New Jersey’s Supreme Court recently handed down another business-friendly decision, arising out of the Multi-County Litigation concerning the prescription medication Accutane, which is consolidated in Atlantic County. In a unanimous decision, the Court reinstated the trial court’s dismissal of 532 lawsuits against Hoffman-La Roche, Inc. and Roche Laboratories, Inc. (“Roche”), arising from alleged gastrointestinal side effects from taking the prescription acne medication Accutane, which was developed, manufactured, marketed, and distributed by Roche in New Jersey. The Court determined that New Jersey’s Product Liability Act (“PLA”) applied to each of the 532 suits, and that plaintiffs had failed to overcome the PLA’s rebuttable presumption of adequate product warnings that attach to prescription drugs when the FDA has approved the warning labels.
The fundamental question before the Court was a choice-of-law issue. Of the 532 plaintiffs, only 18 ingested Accutane in New Jersey. The remaining 514 ingested Accutane in some 44 other jurisdictions. The trial court had determined that the PLA applied to each claim, and entered summary judgment accordingly after finding that the rebuttable presumption of adequacy of the drug label warnings had not been overcome. On appeal, a panel of the Appellate Division determined that the law of each of the 45 jurisdictions should apply, and thus determined that only claims arising from certain jurisdictions – not including New Jersey – should have been dismissed.
In reviewing the below decisions, the Supreme Court conducted its own conflict of laws analysis. It determined that there was an actual conflict in the laws of the various states having interests in the litigation, finding that New Jersey’s presumption of adequacy of drug warning labels was apparently a stronger protection than that provided in many states. The Court noted that its treatment of the laws of the other 44 jurisdictions was “far from comprehensive or definitive,” but proceeded under the assumption that the application of the PLA may lead to outcomes different from the laws of other jurisdictions.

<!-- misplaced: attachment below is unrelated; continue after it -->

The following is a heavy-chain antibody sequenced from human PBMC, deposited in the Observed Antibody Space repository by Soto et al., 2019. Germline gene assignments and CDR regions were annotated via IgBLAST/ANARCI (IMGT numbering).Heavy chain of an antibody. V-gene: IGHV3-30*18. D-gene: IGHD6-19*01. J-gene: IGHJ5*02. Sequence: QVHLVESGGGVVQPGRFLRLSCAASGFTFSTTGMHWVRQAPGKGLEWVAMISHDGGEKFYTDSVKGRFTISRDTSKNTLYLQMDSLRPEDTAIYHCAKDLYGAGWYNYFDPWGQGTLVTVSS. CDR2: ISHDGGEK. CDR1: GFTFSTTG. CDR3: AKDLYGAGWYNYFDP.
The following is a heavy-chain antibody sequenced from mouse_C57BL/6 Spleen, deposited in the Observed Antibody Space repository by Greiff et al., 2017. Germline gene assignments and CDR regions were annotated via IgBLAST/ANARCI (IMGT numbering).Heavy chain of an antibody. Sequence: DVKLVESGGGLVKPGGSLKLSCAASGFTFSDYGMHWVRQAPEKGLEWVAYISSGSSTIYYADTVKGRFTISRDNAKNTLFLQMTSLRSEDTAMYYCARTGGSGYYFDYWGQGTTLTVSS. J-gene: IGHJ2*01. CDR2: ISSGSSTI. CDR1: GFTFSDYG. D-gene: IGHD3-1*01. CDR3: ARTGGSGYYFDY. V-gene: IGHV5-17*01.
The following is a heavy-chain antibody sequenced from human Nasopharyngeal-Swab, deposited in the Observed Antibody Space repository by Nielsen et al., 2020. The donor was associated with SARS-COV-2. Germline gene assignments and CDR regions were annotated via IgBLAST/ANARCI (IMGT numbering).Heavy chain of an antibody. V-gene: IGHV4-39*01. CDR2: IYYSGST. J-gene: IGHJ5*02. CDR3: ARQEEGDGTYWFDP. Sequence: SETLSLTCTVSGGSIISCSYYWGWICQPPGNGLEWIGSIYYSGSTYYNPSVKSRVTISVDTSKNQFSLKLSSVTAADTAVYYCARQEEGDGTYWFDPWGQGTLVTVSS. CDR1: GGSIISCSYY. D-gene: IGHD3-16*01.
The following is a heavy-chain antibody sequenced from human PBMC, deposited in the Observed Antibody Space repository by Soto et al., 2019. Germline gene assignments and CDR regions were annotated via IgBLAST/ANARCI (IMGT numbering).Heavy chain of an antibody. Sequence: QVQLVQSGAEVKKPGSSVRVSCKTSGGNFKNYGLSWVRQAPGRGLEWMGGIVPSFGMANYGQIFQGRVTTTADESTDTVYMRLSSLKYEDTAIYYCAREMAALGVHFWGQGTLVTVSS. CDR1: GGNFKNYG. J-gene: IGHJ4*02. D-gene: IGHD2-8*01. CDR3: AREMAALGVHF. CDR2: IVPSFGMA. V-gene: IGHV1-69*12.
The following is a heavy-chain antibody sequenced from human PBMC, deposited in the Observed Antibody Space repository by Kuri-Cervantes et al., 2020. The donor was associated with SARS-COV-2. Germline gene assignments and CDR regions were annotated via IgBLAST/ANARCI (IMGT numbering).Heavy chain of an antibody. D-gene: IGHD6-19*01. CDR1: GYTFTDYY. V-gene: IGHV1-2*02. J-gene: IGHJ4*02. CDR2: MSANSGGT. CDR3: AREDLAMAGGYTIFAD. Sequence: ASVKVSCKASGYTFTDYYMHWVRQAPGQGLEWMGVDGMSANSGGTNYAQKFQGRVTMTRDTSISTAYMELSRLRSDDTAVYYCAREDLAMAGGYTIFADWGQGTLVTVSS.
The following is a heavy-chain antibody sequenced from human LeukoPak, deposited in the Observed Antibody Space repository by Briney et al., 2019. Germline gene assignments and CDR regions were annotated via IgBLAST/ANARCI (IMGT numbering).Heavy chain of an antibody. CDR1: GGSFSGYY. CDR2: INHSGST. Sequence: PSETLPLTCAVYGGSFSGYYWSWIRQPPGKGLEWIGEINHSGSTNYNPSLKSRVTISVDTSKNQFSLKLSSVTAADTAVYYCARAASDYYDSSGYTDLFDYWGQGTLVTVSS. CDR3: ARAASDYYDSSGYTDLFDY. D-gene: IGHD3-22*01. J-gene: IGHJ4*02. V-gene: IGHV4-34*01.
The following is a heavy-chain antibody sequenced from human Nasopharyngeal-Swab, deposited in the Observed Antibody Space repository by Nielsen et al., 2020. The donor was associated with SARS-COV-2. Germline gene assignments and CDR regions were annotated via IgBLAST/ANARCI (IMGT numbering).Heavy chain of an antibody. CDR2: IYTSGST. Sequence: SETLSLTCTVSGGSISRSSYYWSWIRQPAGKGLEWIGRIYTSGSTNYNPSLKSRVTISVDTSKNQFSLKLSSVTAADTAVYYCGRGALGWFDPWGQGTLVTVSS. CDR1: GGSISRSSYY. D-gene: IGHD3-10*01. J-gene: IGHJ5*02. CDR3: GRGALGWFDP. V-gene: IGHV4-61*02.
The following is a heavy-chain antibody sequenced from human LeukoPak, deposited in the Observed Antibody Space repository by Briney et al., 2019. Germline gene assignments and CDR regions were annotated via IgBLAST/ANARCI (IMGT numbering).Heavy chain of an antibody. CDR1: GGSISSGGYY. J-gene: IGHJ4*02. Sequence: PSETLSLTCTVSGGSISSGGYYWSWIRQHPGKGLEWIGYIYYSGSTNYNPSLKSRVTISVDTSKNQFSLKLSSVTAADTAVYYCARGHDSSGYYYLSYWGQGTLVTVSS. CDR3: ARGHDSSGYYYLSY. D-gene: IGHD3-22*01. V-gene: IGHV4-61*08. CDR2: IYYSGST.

Assuming, therefore, that a conflict existed, the Court applied the “most-significant-relationship” test established in the seminal case of P.V. ex rel. T.V. v. Camp Jaycee, 197 N.J. 132 (2008), which was the “paradigm for deciding which state’s substantive law applies in personal injury cases involving more than one state.” However, the Court also noted its decision in Ginsberg v. Quest Diagnostics, Inc., 227 N.J. 7 (2016), where it held that “a defendant-by-defendant choice-of-law analysis is not feasible in every matter,” particularly in complex matters. The Court noted that its analysis began with the presumption that the law of the state where the injury occurred applied. However, that presumption would be overcome if some other state had a more significant relationship with the parties and the occurrence “based on an assessment of each state’s contacts.”
The Court noted that although ingestion, purchase, and prescription of the medication likely happened in at least 45 different jurisdictions, the manufacturing and labeling of Accutane occurred in New Jersey – which was, allegedly, the conduct causing the injury. The Court acknowledged that had plaintiffs brought their actions in the states in which they were prescribed, and took, Accutane, that those state courts would likely have applied their own jurisdictional law. As such, the Court determined that the Restatement’s test did not point to one single result. The Court then looked to whether New Jersey “has a more significant relationship … to the occurrence and the parties.” The relevant factors are: